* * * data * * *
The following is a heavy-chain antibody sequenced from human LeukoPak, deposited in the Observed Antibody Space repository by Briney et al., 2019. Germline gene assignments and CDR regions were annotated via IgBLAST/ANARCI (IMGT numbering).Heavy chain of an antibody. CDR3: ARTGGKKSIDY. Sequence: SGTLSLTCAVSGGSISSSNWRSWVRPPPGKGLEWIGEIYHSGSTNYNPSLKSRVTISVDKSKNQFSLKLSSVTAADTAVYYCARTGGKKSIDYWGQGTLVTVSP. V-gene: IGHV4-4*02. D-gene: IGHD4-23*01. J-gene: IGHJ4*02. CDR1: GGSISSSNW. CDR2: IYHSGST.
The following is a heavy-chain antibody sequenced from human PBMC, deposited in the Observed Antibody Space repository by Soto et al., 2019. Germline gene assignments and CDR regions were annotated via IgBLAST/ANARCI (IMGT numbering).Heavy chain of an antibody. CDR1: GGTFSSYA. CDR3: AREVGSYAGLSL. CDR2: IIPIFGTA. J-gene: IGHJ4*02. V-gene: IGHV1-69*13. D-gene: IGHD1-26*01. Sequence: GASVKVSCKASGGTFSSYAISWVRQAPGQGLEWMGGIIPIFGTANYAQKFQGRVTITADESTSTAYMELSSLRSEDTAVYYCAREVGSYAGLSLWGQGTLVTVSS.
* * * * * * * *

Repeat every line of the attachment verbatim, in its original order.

The following is a heavy-chain antibody sequenced from human LeukoPak, deposited in the Observed Antibody Space repository by Briney et al., 2019. Germline gene assignments and CDR regions were annotated via IgBLAST/ANARCI (IMGT numbering).Heavy chain of an antibody. CDR3: ARTGGKKSIDY. Sequence: SGTLSLTCAVSGGSISSSNWRSWVRPPPGKGLEWIGEIYHSGSTNYNPSLKSRVTISVDKSKNQFSLKLSSVTAADTAVYYCARTGGKKSIDYWGQGTLVTVSP. V-gene: IGHV4-4*02. D-gene: IGHD4-23*01. J-gene: IGHJ4*02. CDR1: GGSISSSNW. CDR2: IYHSGST.
The following is a heavy-chain antibody sequenced from human PBMC, deposited in the Observed Antibody Space repository by Soto et al., 2019. Germline gene assignments and CDR regions were annotated via IgBLAST/ANARCI (IMGT numbering).Heavy chain of an antibody. CDR1: GGTFSSYA. CDR3: AREVGSYAGLSL. CDR2: IIPIFGTA. J-gene: IGHJ4*02. V-gene: IGHV1-69*13. D-gene: IGHD1-26*01. Sequence: GASVKVSCKASGGTFSSYAISWVRQAPGQGLEWMGGIIPIFGTANYAQKFQGRVTITADESTSTAYMELSSLRSEDTAVYYCAREVGSYAGLSLWGQGTLVTVSS.